Exploration of the rain forest canopy
Tropical rain forest canopy has been of interest to some of the greatest biologists for nearly two centuries.
Alexander von Humboldt (1815) was perhaps the first scientist to write specifically about tropical forest canopy. He described the treetops of the Amazon as a "forest above a forest". Tropical rain forest canopy is full of epiphytes (or air plants) and lianas; consequently to the viewer on the ground it appears almost as if there are separate layers or strata of plantlife - one living above the other.
A decade before Alfred Russel Wallace proposed the theory of evolution by natural selection he made an essential expedition to the Amazon and was immediately impressed by the bio-diversity of arboreal fauna and flora high in the treetops. Recalling the observations made on July 4th 1842, Wallace wrote*:
"A few forest trees were also in blossom; and it was a truly magnificent sight to behold a great tree covered with one mass of flowers, and to hear the distant hum of millions of insects gathering together to enjoy the honeyed feast. But all is out of reach of the curious and admiring naturalist. It is only over the outside of the great dome of verdure exposed to the vertical rays of the sun that flowers are produced, and on many of these trees there is not a single blossom to be found at a less height than a hundred feet. The whole glory of these forests could only be seen by sailing gently in a balloon over the undulating flowery surface above: such a treat is perhaps reserved for the traveller of a future age."
The age that Wallace imagined has now arrived!
* This exact quote was used in Jacob Bronowski's television series "The Ascent of Man", in the programme "The Ladder of Creation" first broadcast by the BBC, July 30th, 1973. See http://www.drbronowski.com/
Professor William Beebe who is famous for his deep ocean dives in a Bathyshere with Otis Barton, spent many years studying the flora and fauna of Guyana. In 1917 he wrote: "Yet another continent of life remains to be discovered, not upon the Earth, but one or two hundred feet above it, extending over thousands of square miles..."
Today we know that the canopy of tropical rain forests represents one of the richest biomes on Earth. It has been described as the "high frontier", a zone that is difficult to access, but where millions of species coexist, including epiphytes (air plants), lianas, bromeliads, monkeys, birds, frogs, ants, beetles and even earthworms.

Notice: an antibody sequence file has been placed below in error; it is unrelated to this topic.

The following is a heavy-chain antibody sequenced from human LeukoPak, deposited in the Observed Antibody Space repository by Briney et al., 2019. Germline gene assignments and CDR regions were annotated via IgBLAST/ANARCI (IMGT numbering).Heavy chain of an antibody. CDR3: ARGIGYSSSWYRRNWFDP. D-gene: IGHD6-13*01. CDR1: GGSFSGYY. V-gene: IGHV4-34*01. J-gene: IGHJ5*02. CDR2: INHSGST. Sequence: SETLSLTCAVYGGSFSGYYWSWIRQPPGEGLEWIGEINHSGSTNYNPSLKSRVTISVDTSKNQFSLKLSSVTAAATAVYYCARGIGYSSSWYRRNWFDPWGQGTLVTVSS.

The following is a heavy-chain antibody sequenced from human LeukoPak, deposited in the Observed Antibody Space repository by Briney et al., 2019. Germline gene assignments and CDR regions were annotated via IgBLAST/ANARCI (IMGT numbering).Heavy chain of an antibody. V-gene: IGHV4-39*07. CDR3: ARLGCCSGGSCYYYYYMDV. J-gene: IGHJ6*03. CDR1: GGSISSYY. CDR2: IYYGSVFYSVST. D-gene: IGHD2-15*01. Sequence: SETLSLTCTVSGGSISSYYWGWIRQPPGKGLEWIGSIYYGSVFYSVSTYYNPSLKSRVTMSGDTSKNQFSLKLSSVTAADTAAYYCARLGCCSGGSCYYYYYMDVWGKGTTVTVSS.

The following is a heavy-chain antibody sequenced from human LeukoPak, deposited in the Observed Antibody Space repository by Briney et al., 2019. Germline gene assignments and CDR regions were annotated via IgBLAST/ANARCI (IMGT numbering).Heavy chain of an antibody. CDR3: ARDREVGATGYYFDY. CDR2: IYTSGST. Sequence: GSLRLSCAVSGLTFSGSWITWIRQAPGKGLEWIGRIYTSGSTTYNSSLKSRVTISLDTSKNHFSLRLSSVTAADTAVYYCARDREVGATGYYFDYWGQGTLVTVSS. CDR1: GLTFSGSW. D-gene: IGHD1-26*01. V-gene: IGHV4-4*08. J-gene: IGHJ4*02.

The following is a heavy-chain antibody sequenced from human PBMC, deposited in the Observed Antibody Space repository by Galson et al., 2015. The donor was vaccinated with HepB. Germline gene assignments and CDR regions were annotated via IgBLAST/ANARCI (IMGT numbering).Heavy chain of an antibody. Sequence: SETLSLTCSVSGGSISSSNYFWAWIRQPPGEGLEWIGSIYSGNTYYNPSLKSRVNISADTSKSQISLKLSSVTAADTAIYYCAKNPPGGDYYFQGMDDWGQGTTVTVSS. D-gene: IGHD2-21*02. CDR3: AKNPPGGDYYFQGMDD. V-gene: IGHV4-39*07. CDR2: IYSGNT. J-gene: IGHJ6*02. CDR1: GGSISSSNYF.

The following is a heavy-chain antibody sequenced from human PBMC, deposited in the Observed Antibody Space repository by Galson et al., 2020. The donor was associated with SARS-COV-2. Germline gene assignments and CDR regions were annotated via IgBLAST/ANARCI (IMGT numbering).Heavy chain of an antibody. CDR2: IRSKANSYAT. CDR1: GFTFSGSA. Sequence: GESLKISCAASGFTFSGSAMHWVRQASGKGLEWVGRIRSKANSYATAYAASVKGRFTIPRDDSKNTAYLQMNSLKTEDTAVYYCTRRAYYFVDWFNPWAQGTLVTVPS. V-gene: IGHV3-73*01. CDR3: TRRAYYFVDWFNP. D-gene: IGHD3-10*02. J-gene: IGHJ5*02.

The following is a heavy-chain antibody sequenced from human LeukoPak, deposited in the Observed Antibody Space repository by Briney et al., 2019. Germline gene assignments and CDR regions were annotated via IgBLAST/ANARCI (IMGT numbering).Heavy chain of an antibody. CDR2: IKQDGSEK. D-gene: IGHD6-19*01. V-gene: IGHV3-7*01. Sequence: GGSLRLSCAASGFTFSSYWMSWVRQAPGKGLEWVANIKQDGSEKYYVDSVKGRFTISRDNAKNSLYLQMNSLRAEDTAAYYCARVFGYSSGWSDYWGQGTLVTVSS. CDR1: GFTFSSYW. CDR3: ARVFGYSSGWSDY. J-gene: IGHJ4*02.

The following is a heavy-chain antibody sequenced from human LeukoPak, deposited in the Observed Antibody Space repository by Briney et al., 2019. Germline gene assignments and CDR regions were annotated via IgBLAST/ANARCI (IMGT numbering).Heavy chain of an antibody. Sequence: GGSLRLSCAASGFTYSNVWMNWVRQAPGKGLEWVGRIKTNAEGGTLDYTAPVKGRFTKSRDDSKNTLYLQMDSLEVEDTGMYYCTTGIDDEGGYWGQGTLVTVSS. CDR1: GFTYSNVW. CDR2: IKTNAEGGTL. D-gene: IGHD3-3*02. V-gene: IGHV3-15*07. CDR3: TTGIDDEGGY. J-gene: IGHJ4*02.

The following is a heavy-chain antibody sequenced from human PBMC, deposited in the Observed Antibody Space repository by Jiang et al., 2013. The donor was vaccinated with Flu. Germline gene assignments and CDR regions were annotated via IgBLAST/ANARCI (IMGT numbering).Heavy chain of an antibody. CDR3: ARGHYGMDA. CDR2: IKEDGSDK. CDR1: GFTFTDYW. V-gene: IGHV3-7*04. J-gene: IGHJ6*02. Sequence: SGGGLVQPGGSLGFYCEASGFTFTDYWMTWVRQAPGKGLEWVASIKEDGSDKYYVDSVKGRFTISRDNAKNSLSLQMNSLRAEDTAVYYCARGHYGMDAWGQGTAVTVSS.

Professor E. O. Wilson has written:
"We may think that the world has been explored. Almost all the mountains and rivers, it is true, have been named, the coast and geodetic surveys completed, the ocean floor mapped to the deepest trenches, the atmosphere transected and chemically analyzed. The planet is now continuously monitored from space by satellites; and, not least, Antarctica, the last virgin continent, has become a research station and expensive tourist shop. The biosphere, however, remains obscure. Even though some 1.4 million species of organisms have been discovered (in the minimal sense of having specimens collected and formal scientific name attached), the total number alive on earth is somewhere between 10 and 100 million. No one can say with confidence which of these figures are closer." E. O. Wilson, The Diversity of Life, 1994.
"More than half the plant and animal species of the world are believed to occur in tropical rain forests. From these natural greenhouses...many of the world's records of biodiversity have been reported: 425 kinds of tree in a single hectare of Brazil's Atlantic Forest, for example, and 1,300 butterfly species from a corner of Peru's Manu National Park. The record for ants is 365 species from 10 hectares in a forest tract of the upper Peruvian Amazon. I have identified 43 species from the canopy of a single tree in the same region, approximately equal to the ant fauna of all the British Isles." E. O. Wilson, The Future of Life, 2002.
Ghillean Prance (former Director of Kew Gardens) was once asked about the value of (tropical forest) biodiversity. His reply was:
"...No ecosystem is stable; it is constantly changing, and the turnover resulting from disturbance is one of the factors that produces diversity in the forest. I have looked at this from the point of view of the interdependency of organisms, pollination, dispersal, mychorrhizal relationships, and so on. So many things are concerned with the maintenance of just one species that it is easy to see that species removal is bound to have wide consequences. Take the Brazil nut, for example; this is a tree that I have studied in great detail. It is pollinated by a bee that in turn needs epiphytic orchids, which attract the female bee and permit mating to take place. So the tree needs the orchids to support the bees. Then an agouti on the forest floor is responsible for dispersing the seeds, and so on. There is a great complexity of interrelationships, and the loss of species can have surprising consequences.
It is also very important to bear in mind the importance of the structured, multi-species forest canopy on a global scale, modifying the chemistry of the atmosphere and world climate patterns. So the biodiversity of this system has an importance that extends beyond the operation of the ecosystem itself, affecting whole global systems. In this way it also extends beyond the more obvious values to humanity as a source of crops and pharmaceuticals. These global values, however, are much more difficult to quantify in economic terms than is the case with forest exploitation for drugs and food".